1.37 From mid-1992 BFS executed trades on Simex in Singapore and the Osaka Stock Exchange, Tokyo Stock Exchange and Tokyo International Financial Futures Exchange (all in Japan). BFS primarily executed trades in three kinds of financial futures contracts (namely: the Nikkei 225 contract, the 10 year Japanese Government Bond (JGB) contract and the three month Euroyen contract), and some options on those same financial futures contracts.
1.38 BFS's original function was to execute trades on behalf of Baring's clients. Most of these clients were clients of either BSL or BSJ, and the trades were booked by BFS in the name of BSL or BSJ. This is commonly known as 'agency' business and was managed by Mr Mike Killian, Head of Global Equity Futures and Options Sales, BIB, from Tokyo and latterly the United States. BFS would generate revenue from the commission it charged clients for this type of trading. Barings' records show that in mid- 1993 BFS began to generate profits from trading for Barings' own account ('house' or 'proprietary' trading ) by purporting to take advantage of price differences between SIMEX contracts and the equivalent contracts on the Japanese markets. This is commonly recognised as a form of arbitrage trading, and was called 'switching' business by Barings.
1.41 Until the collapse, Barings' management in London believed the trading conducted by BFS to be essentially risk free and very profitable. They believed that BFS entered into equal and opposite matched positions on a particular contract on SIMEX and one of the Japanese exchanges, and reasoned therefore that the net value of the two holdings would not be affected by price movements on the exchanges.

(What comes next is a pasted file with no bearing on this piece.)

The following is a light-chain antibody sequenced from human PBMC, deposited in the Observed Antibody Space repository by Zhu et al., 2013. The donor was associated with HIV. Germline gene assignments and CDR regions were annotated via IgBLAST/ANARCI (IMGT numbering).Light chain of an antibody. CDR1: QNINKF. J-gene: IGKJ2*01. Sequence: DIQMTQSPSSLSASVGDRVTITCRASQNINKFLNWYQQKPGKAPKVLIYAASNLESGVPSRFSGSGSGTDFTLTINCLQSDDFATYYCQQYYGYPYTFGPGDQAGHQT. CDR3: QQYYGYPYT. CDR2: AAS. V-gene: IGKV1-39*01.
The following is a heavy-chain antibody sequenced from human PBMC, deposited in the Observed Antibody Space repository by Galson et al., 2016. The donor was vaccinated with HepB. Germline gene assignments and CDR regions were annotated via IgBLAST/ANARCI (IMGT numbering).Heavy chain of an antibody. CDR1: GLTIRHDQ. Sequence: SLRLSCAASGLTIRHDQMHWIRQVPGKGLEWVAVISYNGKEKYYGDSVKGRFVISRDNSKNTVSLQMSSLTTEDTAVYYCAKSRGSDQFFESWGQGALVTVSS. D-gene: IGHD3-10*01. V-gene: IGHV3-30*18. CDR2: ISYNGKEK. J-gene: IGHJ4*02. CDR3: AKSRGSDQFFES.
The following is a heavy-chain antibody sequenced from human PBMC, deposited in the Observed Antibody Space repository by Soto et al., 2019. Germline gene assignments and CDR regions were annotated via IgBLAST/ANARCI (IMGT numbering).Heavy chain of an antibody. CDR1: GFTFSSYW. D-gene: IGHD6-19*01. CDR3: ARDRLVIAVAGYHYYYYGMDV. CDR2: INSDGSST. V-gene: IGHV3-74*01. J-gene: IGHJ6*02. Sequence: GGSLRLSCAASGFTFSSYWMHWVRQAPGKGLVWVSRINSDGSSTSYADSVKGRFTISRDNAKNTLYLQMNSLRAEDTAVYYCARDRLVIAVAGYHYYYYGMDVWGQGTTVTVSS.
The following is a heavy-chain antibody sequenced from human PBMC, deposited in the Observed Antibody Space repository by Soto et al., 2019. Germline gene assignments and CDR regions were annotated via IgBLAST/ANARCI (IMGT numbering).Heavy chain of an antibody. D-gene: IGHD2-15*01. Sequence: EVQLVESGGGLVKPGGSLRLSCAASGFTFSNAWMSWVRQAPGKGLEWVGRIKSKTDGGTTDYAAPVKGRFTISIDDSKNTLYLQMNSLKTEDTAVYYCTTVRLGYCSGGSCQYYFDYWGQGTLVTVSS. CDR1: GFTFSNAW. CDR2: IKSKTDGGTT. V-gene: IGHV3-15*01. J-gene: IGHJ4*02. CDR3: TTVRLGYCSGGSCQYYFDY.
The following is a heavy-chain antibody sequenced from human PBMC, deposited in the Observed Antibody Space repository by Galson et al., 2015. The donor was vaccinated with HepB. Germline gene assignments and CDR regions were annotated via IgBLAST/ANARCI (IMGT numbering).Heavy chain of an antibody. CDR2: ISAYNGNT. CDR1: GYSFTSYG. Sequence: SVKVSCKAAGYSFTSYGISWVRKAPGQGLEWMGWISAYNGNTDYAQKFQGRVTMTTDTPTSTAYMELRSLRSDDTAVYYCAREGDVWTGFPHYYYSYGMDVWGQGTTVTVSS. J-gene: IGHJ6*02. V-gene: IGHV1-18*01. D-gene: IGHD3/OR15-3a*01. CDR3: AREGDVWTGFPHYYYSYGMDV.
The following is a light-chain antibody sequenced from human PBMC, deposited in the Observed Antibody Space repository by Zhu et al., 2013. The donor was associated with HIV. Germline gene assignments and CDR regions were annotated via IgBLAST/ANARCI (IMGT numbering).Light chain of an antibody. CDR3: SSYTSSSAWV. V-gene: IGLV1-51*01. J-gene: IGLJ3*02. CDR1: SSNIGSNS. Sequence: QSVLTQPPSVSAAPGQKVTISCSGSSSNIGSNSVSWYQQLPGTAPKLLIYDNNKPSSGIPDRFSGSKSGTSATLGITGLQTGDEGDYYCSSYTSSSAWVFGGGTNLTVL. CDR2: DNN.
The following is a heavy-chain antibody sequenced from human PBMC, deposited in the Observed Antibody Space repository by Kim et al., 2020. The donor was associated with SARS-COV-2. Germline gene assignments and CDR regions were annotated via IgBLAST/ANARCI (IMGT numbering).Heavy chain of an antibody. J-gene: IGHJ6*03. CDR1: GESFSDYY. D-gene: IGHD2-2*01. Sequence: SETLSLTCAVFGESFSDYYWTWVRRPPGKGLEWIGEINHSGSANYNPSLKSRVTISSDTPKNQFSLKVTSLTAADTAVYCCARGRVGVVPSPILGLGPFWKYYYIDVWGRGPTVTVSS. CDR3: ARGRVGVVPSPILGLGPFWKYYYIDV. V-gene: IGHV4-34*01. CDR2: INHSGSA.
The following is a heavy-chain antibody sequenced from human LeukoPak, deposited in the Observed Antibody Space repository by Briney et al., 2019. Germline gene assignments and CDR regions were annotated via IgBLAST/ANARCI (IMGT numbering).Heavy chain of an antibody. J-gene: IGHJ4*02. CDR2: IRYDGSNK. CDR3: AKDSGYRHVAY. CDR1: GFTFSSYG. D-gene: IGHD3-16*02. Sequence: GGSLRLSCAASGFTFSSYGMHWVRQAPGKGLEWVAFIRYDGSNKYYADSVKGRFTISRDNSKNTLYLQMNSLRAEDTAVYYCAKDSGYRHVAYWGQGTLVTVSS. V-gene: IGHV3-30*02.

1.68 This report identifies a number of warning signs which were available to Barings' management concerning the nature of the activities undertaken by BFS. The most significant indicators are set out in 1.70. The indicators vary in their weight and an individual item, taken on its own may not have raised alarm. Taken together, however, we consider that they provided Barings in Singapore and London (some of them during 1993 and 1994, and all of them by January/February 1995) with significant warning signals of the danger to which it was exposed.
1.70 The indicators as identified by the inquiry are:

(a) The identification of the lack of segregation of duties in BFS between front and back offices, which were subsequently reflected in the internal audit report following the review of BFS's operations which was conducted in July and August 1994;

(b) The high level of funding required to finance BFS's trading activities;

(c) The unreconciled balances of funds (the'top up' account) transferred from Barings in London to BFS for margins

(d) The apparent high profitability of BFS's trading activities relative to the low level of risk as perceived and authorised by Barings' management in London;

(e) The discovery of the purported transaction relating to an apparent receivable of Y7.778 billion (approximately 50 million) from one customer, Spear Leeds Kellogg of BFS as at 31 December 1994;

(f) The letter sent by SIMEX to BFS on 11 January 1995 (which was not communicated to London at that time), which included specific reference to account '88888' and its large funding requirements; and the letter sent by SIMEX to BFS on 27 January 1995 (which was communicated to London) in which SIMEX sought assurance regarding BFS's ability to fund its margin calls should there be adverse market movements.

(g) Issues and questions arising out of Barings' reporting of large exposures and client money to supervisors and regulators;

(h) The high level of inter-exchange arbitrage (or switching) positions without any application of gross limits; and

(i) Market concerns circulating in January and February 1995.

See also: Nikkei-linked Bond (NLB)